I had another post scheduled for today, something terribly bland and uninteresting I'm sure but as I was scanning my feeds yesterday I came across a post at An Island Life where Kailani objected to her children hearing the word "stupid" in a children's movie. In her house it's a bad word and judging from the comments she's received it sounds as if most people agree with her.
I, however, disagree. Please don't think I'm taking a shot at Kailani by posting an objection--not at all, she's great--I just happen to have a slightly different opinion on the issue.
Why? Well first, I think stupid is a pretty legitimate word. You cannot replace it with "crazy" or "silly" as suggested, they're completely different. You could use the word "inane," "insensate," "ludicrous" or "moronic" but which would sound more bizarre coming from the mouth of a toddler? Using one of those words just makes you sound pedantic on top of everything--though my guess is if you did use one of those words you have the advantage that 90% of the population wouldn't understand what you meant anyway.
There are times when stupid is exactly the word for the situation. Or even the person frankly--not that I'm passing out that judgment right and left but honestly there are plenty of times when people have stupid behavior or do stupid things--even are stupid. I believe my parents were happy to point out my own stupidity from time to time during my teenage years and thankful I am for it.
I think, based on the post's comments, that what mothers most object to is the word being used as an insult. Fair enough, I don't allow my children to insult other people either but it seems that to unilaterally decree "We don't say 'stupid' in this house" rather than addressing the issue of a child being rude or having no empathy for others accomplishes little. I know plenty of children who are chastised for saying "stupid" or "hate" but receive no reprimand for saying "I don't want you to be my friend anymore" or "I don't like you" or any number of cruel things children say. Teaching children kindness is more than just punishing them for using a particular word.
Second, and by far the bigger issue in my book, is how the trend to vilify "stupid" represents the shift in societal values.
For example, the other day one of the kids got into the car after school and told me that someone they know got into trouble for saying a "bad" word. Curious, I asked which word it was but the child was too embarrassed to repeat it. I finally dragged it out of them and it turns out it was the word "stupid."
"Stupid? That's the bad word?" I said, chuckling.
"Yes," they nodded, eyes wide that I'd been so bold as to repeat it on the school grounds.
It used to be that if you wanted to say a bad word you looked no further than the words describing lewdness, wanton sexuality, body parts or bodily functions. We didn't talk about some things because they were private, we didn't talk about other things because they were abhorrent, we didn't talk about the rest because it wasn't polite.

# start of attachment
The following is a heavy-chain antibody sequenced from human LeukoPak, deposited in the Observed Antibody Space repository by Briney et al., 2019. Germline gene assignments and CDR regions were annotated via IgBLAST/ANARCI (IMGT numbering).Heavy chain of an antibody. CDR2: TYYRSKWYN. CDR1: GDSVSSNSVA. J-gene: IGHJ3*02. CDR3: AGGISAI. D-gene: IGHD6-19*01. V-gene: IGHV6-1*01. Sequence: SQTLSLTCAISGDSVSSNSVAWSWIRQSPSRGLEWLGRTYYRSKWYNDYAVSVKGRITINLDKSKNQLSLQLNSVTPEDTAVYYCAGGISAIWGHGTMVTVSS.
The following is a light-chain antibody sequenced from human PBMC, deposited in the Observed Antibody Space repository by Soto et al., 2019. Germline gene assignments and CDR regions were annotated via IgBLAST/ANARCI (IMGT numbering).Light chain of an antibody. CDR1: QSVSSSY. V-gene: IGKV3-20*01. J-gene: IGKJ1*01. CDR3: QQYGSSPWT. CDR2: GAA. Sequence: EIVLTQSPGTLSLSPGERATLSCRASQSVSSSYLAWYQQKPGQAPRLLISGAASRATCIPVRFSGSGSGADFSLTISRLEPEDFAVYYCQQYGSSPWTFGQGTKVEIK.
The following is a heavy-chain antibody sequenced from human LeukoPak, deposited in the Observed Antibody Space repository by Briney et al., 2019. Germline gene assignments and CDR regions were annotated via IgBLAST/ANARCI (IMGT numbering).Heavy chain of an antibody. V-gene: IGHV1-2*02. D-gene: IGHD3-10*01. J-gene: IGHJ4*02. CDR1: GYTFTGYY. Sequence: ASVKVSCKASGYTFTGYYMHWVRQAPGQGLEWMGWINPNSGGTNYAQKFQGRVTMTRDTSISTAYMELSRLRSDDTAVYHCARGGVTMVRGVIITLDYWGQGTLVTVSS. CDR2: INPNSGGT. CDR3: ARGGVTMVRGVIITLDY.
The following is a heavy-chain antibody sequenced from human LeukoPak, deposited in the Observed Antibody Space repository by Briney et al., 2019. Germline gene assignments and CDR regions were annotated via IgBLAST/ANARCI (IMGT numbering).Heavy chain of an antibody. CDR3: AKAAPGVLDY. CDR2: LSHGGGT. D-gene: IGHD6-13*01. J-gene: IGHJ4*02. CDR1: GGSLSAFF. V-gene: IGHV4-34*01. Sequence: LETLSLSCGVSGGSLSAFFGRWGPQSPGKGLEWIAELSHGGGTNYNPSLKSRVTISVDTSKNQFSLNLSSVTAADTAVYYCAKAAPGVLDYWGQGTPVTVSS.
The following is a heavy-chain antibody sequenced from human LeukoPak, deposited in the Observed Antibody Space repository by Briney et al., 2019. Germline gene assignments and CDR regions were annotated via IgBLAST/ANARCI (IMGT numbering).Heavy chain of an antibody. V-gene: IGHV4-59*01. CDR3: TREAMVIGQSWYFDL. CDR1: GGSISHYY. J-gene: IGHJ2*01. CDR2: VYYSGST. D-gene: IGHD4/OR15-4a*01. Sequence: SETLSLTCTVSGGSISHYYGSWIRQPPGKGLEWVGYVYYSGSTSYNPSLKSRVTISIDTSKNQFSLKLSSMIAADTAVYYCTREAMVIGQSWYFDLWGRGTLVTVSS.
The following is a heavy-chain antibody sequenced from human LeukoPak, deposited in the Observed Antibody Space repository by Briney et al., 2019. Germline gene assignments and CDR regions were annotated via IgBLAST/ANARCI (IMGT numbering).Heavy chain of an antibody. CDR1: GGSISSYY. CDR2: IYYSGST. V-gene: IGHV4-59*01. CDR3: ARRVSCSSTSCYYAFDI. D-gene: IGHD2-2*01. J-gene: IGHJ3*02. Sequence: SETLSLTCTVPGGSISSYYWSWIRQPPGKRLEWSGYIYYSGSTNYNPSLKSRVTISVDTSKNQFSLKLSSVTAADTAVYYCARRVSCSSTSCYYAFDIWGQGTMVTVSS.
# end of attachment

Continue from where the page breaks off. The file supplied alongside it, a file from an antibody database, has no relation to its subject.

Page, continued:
However, nowadays with every new teen-targeted movie celebrating the crass, the vulgar and the sexual the new profanity represents a new set of values. Forget chastity, morality, grace, gentility, modesty--they pretty much went out of fashion with the 60s--instead we have the new value: tolerance. For everyone and everything.
While I'm certainly a proponent of being fair and kind to all, it does bother me that the worst word you can use today isn't the "F" word but words like "stupid," "dumb," "hate," "retard," or the worst of all--the "N" word. While my children hear words representing blatant sexual acts 50 times a day on the playground what word is it that gets the punishment in the classroom? "Stupid." Oh the irony.
Now I'm not advocating using the "N" word--I can't think of any way its use or any other ethnic slur could be justified--but it just goes to show how our values have shifted and the campaign against words like "stupid," "dumb" and "hate" seems to be the next level in modern mind control. The pervasive use of profanity teaches children that they can be funny or popular if they use the F word (at least that's the message from Hollywood) while their teachers at school are spending all their energy teaching them that they're intolerant and bad for using what still is a legitimate word. Where are the priorities?
It's as if Big Brother is out there, slowly changing our values by making us think bad words--and by extension the acts and behavior they promote--are funny and good while perfectly good words are shameful and it bothers me.
So as for me, I'll keep washing out my children's mouths with soap when I hear them using truly bad language but I'll use the word "stupid" when it's warranted and allow my children to do the same. Being able to correctly judge true stupidity is a critical life lesson that they'd better learn if they want to avoid a lot of pain in life. But then that's me. Maybe I'm being stupid, who knows.
Here's your chance to speak up and let me know your thoughts--I'm really curious:
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Technorati tags: parenting, motherhood